A factory to process edible oils in nearby Beach Road was also a success.

By 1945, with the war ending and the Japanese due to withdraw from Singapore, he spotted a business opportunity. Using all of the local currency he had (which would have become worthless once the Japanese left), he bought enough black pepper to fill three warehouses. When the Japanese withdrew, black pepper and other commodities were in high demand, yielding Mr Eng handsome profits.

In 1947, he rebuilt his business and established Sin Heng Chan, focusing on rice trading, a commodity which was in shortage then. Sin Heng Chan's office cum factory was located on Changi Road but as the business grew, it moved downtown in January 1955. It operated out of No 30 and 31 in Circular Road, where there was already a cluster of Teochew businessmen who were in the same line as Sin Heng Chan.

It expanded into feed milling in 1960, the same year that Mr Eng made Sin Heng Chan a private limited company.


The 1960s to 1980s was a period of rapid growth for Sin Heng Chan, when it expanded into Malaysia. Towards the late 1970s, the company ventured into real estate, buying and developing land. Around the same time, Mr Eng also built a large feed mill in Jurong.

As Singapore industrialised, large swathes of farmland made way for factories. With his characteristic strong eye for opportunities, Mr Eng converted the Jurong feed mill factory into a cement terminal which sits on prime waterfront land.

It tapped the huge demand for cement as Singapore embarked on a massive development programme.

Sin Heng Chan's business diversity - cement and concrete, feed milling, rice and sugar trading and real estate - has become its strength.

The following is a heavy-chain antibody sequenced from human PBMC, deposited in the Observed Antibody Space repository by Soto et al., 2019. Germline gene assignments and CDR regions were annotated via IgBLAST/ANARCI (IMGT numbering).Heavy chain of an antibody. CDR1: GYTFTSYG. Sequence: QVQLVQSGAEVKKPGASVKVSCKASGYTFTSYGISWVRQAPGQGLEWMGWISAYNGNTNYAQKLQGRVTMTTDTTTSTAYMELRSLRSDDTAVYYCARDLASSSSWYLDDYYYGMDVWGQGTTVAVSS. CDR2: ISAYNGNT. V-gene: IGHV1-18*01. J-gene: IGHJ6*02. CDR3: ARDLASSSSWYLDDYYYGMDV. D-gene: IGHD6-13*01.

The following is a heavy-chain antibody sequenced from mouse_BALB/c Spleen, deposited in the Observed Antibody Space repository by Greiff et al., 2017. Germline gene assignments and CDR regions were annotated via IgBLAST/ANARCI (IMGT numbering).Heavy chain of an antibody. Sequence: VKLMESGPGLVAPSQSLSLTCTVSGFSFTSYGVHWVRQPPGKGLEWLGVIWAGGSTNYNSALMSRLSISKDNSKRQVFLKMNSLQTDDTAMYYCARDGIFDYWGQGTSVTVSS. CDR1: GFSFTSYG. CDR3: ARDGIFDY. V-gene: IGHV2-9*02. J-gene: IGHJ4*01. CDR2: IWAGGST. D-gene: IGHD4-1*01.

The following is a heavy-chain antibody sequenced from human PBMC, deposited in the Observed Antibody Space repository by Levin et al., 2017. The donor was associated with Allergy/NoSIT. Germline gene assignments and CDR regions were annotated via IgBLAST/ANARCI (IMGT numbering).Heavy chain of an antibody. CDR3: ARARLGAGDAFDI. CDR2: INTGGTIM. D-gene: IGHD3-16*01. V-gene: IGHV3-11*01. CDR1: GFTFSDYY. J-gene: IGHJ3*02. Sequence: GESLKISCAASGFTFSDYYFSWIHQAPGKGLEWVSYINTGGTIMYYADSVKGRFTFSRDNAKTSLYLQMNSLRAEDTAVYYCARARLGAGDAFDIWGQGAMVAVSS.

The Asian Financial Crisis of 1997/98, which felled many big and small companies, had little impact on it.

Recognising the enormous potential of China, Mr Eng, in 2004, established a ready-mix cement factory in Chongqing, a major city in the country's south-west.

Today, his son, Bak Chim, manages the business which has operations and investments in several countries. It has also developed boutique properties in Malaysia, Indonesia, Japan, Australia and the UK.


Through it all, Mr Eng remains an extraordinarily humble person, always ready to help. "I've been very fortunate that my company has been smooth sailing and the businesses I went into were successful," pointed out the award recipient, who hopes the Teochew Entrepreneur Award will inspire future generations of entrepreneurs.

Although the economic and political climate today is very different from the time he started the business decades ago, Mr Eng believes that some values of a great entrepreneur would never change. For example, technology, which is a boon for business, can never replace diligence.

"Strong willpower, determination and the ability to endure difficulties will see you through many challenging moments. Above all, always be trustworthy, reliable and honest - these are the important values."